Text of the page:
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Quantitative Evaluation of Mechanical Heterogeneity of Sedimentary Sequences

Abstract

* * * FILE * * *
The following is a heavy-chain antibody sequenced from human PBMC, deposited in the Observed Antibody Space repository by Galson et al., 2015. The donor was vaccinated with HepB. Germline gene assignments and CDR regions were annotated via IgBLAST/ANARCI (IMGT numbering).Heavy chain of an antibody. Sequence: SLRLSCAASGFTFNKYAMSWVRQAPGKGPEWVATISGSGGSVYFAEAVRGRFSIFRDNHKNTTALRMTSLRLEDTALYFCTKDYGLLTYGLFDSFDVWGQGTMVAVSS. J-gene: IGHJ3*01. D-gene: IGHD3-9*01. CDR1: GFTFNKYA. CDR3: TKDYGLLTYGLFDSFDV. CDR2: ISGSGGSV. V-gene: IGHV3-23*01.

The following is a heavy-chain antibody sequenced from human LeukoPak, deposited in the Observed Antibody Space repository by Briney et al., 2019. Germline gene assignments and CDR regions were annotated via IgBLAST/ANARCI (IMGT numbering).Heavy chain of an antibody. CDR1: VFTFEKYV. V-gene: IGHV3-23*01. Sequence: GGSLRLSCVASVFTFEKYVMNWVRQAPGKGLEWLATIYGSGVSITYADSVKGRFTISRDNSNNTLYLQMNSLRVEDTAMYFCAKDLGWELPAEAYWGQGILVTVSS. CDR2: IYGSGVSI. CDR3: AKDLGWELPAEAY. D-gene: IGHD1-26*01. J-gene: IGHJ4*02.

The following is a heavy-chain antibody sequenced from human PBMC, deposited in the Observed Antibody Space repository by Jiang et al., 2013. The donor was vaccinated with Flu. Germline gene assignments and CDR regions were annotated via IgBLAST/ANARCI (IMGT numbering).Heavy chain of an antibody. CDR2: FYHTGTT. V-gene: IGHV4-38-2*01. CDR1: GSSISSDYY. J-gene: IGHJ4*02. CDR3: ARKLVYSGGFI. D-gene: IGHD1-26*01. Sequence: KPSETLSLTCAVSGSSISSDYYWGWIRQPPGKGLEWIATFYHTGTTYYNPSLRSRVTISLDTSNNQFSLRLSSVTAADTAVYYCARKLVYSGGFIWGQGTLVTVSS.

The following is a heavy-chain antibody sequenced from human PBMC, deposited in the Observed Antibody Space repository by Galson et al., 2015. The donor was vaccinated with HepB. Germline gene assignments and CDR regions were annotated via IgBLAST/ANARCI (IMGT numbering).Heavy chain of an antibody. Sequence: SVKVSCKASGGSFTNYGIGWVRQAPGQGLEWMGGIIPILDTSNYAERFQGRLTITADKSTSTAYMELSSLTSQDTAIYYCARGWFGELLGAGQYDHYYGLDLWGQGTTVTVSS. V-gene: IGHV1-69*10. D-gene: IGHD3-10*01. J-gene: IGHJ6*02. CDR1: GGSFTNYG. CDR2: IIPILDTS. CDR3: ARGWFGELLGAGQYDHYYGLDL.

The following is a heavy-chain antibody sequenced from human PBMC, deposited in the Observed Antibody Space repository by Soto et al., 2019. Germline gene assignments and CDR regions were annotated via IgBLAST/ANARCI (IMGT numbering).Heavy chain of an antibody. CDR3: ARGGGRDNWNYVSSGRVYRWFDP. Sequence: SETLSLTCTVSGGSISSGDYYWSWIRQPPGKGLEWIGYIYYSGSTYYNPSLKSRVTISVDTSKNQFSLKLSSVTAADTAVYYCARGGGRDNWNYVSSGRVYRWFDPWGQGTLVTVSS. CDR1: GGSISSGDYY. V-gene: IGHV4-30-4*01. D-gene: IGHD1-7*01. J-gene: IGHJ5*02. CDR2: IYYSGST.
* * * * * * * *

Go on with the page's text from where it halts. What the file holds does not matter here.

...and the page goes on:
The terminology ‘mechanical stratigraphy’ was defined to depict the rock mechanical properties, layer thickness, and frictional properties of mechanical boundaries that constitute a rock sequence. Previous studies focusing on field outcrops have realized the important control of mechanical stratigraphy on fault nucleation and growth, fault zone processes, and fault population characteristics. Along-strike variability (e.g., fault throw distribution) and secondary faulting behaviours (e.g., diagenesis, compartmentalization, and fluid flow) can also be affected by the mechanical stratigraphy of a section. Geologists have realized the important control of mechanical stratigraphy on fault nucleation, fault linkage and fault compartmentalization. However, mechanical heterogeneity of stratigraphy has not been properly quantified in previous studies. Although previous studies suggested that the incompetent/competent ratios (i/c ratios) can help understand the control of mechanical stratigraphy on rates of fault propagation and displacement accumulation semi-quantitatively, we have to realize the possible variation of fault architecture in mechanical stratigraphy with identical i/c ratios. In this study, the average strength Save of a section is calculated by considering the strength and thickness of each individual layer. The strength difference SΔ and normalized strength difference SΔ/Save are defined for each individual layer in a section. The normalized strength difference SΔ/Save versus normalized height H/∑hi diagram can be employed to effectively evaluate the vertical mechanical heterogeneity of stratigraphy in a section. High frequency of fluctuation between negative and positive SΔ/Save values represents high mechanical heterogeneity, and vice versa. The scaled mechanical heterogeneity MHscaled can be used as an index to quantify the mechanical heterogeneity of stratigraphy in sections with different scales. However, it is important to realize that fault throw may promote or restrict the control of mechanical heterogeneity on faulting deformation. Mechanical heterogeneity may present limited control on fault architecture, particularly when the fault throw is several times larger than the scale of the section. Increasing of deformation rate may also minimise the control of mechanical heterogeneity on fault architecture.